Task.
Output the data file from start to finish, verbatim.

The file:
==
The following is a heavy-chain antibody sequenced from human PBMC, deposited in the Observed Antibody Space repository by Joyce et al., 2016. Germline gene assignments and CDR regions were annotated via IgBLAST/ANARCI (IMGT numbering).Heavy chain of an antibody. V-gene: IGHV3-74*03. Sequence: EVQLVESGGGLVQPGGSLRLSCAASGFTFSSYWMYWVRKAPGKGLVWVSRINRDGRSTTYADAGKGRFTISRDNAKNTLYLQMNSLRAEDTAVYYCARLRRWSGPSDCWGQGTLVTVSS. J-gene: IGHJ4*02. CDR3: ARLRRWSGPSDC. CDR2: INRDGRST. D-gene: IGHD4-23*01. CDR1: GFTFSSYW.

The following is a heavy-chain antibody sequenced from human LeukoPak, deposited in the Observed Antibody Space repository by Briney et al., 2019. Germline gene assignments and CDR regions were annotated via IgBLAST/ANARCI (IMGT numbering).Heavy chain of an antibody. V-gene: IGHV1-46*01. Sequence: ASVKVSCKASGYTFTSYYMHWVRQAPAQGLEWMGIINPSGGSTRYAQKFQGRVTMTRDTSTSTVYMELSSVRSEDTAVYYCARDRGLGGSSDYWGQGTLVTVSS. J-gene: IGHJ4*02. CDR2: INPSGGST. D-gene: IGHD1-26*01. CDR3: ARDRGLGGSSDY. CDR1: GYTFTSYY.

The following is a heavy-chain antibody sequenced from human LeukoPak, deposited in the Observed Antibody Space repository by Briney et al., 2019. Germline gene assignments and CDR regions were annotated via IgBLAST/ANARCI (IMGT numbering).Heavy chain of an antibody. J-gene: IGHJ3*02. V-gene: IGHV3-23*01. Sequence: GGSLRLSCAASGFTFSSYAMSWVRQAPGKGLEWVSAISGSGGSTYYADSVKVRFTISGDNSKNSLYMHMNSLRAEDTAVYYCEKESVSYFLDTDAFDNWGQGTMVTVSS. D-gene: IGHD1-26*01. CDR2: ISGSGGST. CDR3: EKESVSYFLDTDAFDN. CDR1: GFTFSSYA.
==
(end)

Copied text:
The following is a heavy-chain antibody sequenced from human PBMC, deposited in the Observed Antibody Space repository by Joyce et al., 2016. Germline gene assignments and CDR regions were annotated via IgBLAST/ANARCI (IMGT numbering).Heavy chain of an antibody. V-gene: IGHV3-74*03. Sequence: EVQLVESGGGLVQPGGSLRLSCAASGFTFSSYWMYWVRKAPGKGLVWVSRINRDGRSTTYADAGKGRFTISRDNAKNTLYLQMNSLRAEDTAVYYCARLRRWSGPSDCWGQGTLVTVSS. J-gene: IGHJ4*02. CDR3: ARLRRWSGPSDC. CDR2: INRDGRST. D-gene: IGHD4-23*01. CDR1: GFTFSSYW.

The following is a heavy-chain antibody sequenced from human LeukoPak, deposited in the Observed Antibody Space repository by Briney et al., 2019. Germline gene assignments and CDR regions were annotated via IgBLAST/ANARCI (IMGT numbering).Heavy chain of an antibody. V-gene: IGHV1-46*01. Sequence: ASVKVSCKASGYTFTSYYMHWVRQAPAQGLEWMGIINPSGGSTRYAQKFQGRVTMTRDTSTSTVYMELSSVRSEDTAVYYCARDRGLGGSSDYWGQGTLVTVSS. J-gene: IGHJ4*02. CDR2: INPSGGST. D-gene: IGHD1-26*01. CDR3: ARDRGLGGSSDY. CDR1: GYTFTSYY.

The following is a heavy-chain antibody sequenced from human LeukoPak, deposited in the Observed Antibody Space repository by Briney et al., 2019. Germline gene assignments and CDR regions were annotated via IgBLAST/ANARCI (IMGT numbering).Heavy chain of an antibody. J-gene: IGHJ3*02. V-gene: IGHV3-23*01. Sequence: GGSLRLSCAASGFTFSSYAMSWVRQAPGKGLEWVSAISGSGGSTYYADSVKVRFTISGDNSKNSLYMHMNSLRAEDTAVYYCEKESVSYFLDTDAFDNWGQGTMVTVSS. D-gene: IGHD1-26*01. CDR2: ISGSGGST. CDR3: EKESVSYFLDTDAFDN. CDR1: GFTFSSYA.